Quantcast ICONS Interview with Charlie Benante of ANTHRAX

Charlie Benante
of ANTHRAX!

FRIGHT fans, you're in for a treat! This month, we had the pleasure of speaking with ANTHRAX drummer Charlie Benante! A life long horror fan, Charlie recently appeared in the JAWS documentary THE SHARK IS STILL WORKING to talk about his all time favorite movie! We also got to chat about all things horror including his meeting with Freddy Krueger, working with master of horror John Carpenter and the meaning & inspiration behind the front cover images of ANTHRAX's records! Read on! - By Robg. - 1/08

When we’re young, we’re very impressionable and everyone kind of has their earliest recollections of the horror genre. What was that for you? Do you remember the first movie that really scared or had an impact on you?

Um, I remember this movie that my sister would watch and I was really young at the time, but it was CHILDREN OF THE DAMNED. It’s an old black and white movie, and certain kids had this ability where if their eyes started to light up, they could look at you and paralyze or kill you. That was one of the first ones. THE BLOB was another one. But I wouldn’t necessarily say they scared me though.

They just opened up your fascination into that world?

Yeah, because I was always into the Universal monsters. When I consider horror movies, I don’t know if I consider them to be horror movies in the sense that… well, they are in the horror genre, of course. FRANKENSTEIN, WOLFMAN, DRACULA. I’d seen those when I was little and just automatically took a liking to them. I thought they looked cool.


That’s the interesting thing. All those creative outlets, they all lead into each other. I loved movies, and music and artwork, but I always found them kind of relative. The thing that drew me to a lot of metal records growing up were the front covers of the albums!

The imagery of it all.

Yeah! Same thing for me, the Universal monster movies are what I remember as a kid because they were just always on TV and I loved them. They looked cool!

As a matter a fact, I still have them. I have a lot of the regular 8 and super 8 reels of some of those horror movies. My mom would order for me from the back of the FAMOUS MONSTERS magazine. And I still have a lot of those. Like ABBOTT & COSTELLO MEET FRANKENSTEIN.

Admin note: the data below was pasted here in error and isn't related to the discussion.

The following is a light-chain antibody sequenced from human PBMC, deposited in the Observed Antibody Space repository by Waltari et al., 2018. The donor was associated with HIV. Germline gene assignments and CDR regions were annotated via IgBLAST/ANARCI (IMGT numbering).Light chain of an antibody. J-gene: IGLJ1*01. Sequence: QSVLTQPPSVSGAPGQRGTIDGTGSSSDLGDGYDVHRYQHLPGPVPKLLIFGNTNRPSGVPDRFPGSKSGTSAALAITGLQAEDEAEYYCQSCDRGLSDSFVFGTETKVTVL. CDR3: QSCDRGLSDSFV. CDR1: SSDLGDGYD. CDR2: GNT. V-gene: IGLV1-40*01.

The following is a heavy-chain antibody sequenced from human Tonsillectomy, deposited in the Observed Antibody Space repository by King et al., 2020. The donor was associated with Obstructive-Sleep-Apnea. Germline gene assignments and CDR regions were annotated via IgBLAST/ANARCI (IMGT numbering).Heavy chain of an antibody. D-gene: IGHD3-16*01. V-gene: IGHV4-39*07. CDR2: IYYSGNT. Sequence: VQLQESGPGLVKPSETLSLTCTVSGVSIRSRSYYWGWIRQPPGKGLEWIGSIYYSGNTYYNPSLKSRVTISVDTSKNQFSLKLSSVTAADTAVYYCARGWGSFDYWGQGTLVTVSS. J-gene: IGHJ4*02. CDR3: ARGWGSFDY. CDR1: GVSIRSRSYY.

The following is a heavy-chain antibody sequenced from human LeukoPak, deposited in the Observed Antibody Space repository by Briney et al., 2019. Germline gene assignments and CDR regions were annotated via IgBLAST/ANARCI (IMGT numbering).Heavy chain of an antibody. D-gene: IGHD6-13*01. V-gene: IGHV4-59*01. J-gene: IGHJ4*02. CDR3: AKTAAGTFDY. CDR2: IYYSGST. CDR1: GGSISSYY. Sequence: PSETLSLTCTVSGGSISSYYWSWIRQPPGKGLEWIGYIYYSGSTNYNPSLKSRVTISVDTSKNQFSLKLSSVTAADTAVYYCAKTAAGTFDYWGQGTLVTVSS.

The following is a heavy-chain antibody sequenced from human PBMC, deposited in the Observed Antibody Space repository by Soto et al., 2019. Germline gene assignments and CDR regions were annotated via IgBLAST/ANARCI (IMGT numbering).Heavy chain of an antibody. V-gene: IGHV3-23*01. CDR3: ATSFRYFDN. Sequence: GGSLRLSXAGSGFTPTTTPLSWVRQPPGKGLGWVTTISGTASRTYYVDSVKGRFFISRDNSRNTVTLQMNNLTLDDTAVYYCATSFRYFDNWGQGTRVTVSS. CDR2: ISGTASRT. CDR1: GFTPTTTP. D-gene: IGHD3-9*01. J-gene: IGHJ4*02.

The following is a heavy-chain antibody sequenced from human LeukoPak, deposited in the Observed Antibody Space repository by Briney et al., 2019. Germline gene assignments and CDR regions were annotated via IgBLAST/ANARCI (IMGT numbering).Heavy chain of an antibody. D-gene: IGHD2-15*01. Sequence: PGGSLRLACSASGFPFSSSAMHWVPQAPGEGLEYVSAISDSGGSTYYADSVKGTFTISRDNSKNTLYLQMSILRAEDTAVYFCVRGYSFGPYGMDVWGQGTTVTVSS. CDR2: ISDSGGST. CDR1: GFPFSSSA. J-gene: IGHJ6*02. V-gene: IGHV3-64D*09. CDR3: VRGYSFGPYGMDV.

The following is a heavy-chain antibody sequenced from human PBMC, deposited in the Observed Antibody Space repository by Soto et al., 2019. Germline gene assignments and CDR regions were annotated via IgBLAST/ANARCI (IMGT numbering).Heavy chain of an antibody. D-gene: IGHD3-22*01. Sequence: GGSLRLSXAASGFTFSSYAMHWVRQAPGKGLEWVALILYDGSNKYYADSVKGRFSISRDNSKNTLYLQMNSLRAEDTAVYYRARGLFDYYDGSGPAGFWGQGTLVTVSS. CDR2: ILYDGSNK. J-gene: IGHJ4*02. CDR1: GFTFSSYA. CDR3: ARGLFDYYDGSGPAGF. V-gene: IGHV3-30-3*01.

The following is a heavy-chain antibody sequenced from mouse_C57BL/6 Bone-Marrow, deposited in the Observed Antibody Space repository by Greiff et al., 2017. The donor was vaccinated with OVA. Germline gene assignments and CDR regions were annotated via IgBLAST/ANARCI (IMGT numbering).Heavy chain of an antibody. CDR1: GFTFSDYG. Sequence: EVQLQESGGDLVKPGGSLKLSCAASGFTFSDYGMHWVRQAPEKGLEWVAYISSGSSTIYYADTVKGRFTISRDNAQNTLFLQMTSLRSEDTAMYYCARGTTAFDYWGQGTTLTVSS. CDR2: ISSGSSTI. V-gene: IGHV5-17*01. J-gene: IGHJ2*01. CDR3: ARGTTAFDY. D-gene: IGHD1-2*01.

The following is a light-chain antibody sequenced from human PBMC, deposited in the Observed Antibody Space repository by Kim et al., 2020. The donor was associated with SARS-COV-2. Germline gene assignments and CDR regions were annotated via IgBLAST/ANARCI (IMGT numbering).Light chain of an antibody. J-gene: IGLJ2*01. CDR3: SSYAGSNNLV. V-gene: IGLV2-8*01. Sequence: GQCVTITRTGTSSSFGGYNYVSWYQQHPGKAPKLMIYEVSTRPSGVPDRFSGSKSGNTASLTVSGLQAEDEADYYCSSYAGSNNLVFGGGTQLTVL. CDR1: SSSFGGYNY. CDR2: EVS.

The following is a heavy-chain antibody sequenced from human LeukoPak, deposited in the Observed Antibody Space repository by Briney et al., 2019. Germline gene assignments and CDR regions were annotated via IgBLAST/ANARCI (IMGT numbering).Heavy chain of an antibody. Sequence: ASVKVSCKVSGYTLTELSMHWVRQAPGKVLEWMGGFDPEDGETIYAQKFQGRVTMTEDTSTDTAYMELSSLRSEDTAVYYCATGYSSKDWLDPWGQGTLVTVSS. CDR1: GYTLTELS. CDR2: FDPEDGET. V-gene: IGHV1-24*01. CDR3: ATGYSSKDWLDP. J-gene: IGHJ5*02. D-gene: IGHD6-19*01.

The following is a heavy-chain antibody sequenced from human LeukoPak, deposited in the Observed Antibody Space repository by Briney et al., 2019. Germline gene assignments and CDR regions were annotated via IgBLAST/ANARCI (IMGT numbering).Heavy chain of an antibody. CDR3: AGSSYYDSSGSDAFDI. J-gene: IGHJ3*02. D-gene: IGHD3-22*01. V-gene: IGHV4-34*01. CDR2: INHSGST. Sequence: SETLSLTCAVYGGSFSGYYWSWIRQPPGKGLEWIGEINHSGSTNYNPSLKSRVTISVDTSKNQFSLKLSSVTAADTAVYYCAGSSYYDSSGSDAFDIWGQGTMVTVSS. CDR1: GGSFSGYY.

Wow!

I remember, my mother and my sister would set up the projector for me and I would sit there and just watch these movies.


Obviously, when you got a bit older, one of the most pivotal and influential movies for you was JAWS, because you talk about it in the documentary THE SHARK IS STILL WORKING. Can you talk a little bit about first discovering JAWS and what it meant to you?

Actually, before JAWS, the 2 movies that did something to me, that had an effect on me in a mental type of way was THE BIRDS – which I still have a thing about that movie! I’ve said it to those guys for THE SHARK IS STILL WORKING that there’s a tie-in between THE BIRDS and JAWS. Just the way Hitchcock shot it and the way Spielberg shot that movie, they’re similar! There’s certain things about those movies. And then the other movie in between those two movies was THE EXORCIST. That was one of the movies that really did a fucking number on me.
(Laughs) I still can’t watch that movie! I think it scarred so many of us as children.

Scared the shit out of me!
I went to see the re-release of it a couple of years ago with the new footage? Still scared me. Especially the “spider-walk”.

So cool. That was awesome. See, for me the best thing about that movie is that it still gives me a bit of a chill. Which means, that movie will always stand the test of time. I don’t care how desensitized people have become or say “That’s not scary.” You can’t help but think about that after you see that movie.


It’s definitely one of the ones that still has the same punch.

So, those 3 movies in a very different way really scared me, as opposed to seeing something like NIGHT OF THE LIVING DEAD, which scared me but in a different way all together. These were things that… I don’t know, that had a real big effect on me. JAWS had an effect on me because of the water. Which is a very scary thing for me anyway. I grew up in the Bronx and we have the Long Island Sound over there, and we would go fishing when I was younger. After JAWS came out, I stayed on the peer. I didn’t go in the water anymore! (Laughs) Because it scared the hell out of me. If I couldn’t see below me, there was no way I was going near it. So yeah, that movie had a tremendous effect on me.